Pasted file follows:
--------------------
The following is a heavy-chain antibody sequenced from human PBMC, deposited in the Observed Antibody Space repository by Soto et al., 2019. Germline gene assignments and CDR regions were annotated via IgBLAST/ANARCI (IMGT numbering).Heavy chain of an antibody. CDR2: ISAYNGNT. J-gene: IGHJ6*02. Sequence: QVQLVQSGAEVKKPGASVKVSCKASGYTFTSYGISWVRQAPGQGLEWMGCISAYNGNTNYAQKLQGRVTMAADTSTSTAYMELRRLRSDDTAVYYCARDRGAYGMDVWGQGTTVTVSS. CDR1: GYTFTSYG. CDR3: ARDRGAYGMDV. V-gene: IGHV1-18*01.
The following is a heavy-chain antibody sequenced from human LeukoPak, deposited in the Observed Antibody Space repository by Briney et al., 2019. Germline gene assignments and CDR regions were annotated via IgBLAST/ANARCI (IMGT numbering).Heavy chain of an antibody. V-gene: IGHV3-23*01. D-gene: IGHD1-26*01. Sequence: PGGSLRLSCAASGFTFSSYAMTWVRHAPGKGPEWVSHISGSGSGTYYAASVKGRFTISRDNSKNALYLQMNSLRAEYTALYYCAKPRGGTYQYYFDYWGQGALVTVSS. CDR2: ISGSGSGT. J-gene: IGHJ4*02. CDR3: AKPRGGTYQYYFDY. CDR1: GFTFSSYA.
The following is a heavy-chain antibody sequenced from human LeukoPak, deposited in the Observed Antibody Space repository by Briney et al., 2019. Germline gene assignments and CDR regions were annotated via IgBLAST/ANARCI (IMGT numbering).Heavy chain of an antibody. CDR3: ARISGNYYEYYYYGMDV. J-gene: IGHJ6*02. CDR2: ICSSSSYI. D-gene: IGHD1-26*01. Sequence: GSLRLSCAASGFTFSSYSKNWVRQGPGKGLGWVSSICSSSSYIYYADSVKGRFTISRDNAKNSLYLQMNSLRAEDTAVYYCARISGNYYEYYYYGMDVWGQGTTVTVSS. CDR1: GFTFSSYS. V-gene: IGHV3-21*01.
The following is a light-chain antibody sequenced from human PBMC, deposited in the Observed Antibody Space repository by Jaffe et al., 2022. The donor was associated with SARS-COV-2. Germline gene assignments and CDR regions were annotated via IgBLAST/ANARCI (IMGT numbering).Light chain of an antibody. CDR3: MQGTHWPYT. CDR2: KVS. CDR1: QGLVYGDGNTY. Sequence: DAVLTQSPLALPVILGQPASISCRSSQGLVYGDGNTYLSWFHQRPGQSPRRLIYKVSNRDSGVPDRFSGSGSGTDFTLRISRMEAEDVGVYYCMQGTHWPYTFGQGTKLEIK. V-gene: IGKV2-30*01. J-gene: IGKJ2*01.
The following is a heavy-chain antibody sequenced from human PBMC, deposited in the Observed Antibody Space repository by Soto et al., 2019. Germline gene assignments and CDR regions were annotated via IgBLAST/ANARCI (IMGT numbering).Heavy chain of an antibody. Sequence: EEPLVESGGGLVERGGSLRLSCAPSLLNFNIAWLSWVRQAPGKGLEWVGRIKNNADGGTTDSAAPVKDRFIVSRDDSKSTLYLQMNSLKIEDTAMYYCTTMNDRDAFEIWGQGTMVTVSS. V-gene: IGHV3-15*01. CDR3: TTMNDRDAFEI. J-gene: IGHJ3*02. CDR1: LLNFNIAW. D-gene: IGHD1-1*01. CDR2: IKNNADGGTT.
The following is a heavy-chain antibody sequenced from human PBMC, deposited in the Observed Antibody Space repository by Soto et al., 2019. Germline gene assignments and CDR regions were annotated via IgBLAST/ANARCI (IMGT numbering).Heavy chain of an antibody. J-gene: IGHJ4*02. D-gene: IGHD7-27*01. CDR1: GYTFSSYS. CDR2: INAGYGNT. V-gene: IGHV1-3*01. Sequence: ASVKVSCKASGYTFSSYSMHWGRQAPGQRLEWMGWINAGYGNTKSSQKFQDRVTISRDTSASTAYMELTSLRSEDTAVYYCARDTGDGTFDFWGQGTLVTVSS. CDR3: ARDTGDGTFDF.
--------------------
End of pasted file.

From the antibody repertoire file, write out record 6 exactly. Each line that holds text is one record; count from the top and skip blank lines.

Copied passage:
The following is a heavy-chain antibody sequenced from human PBMC, deposited in the Observed Antibody Space repository by Soto et al., 2019. Germline gene assignments and CDR regions were annotated via IgBLAST/ANARCI (IMGT numbering).Heavy chain of an antibody. J-gene: IGHJ4*02. D-gene: IGHD7-27*01. CDR1: GYTFSSYS. CDR2: INAGYGNT. V-gene: IGHV1-3*01. Sequence: ASVKVSCKASGYTFSSYSMHWGRQAPGQRLEWMGWINAGYGNTKSSQKFQDRVTISRDTSASTAYMELTSLRSEDTAVYYCARDTGDGTFDFWGQGTLVTVSS. CDR3: ARDTGDGTFDF.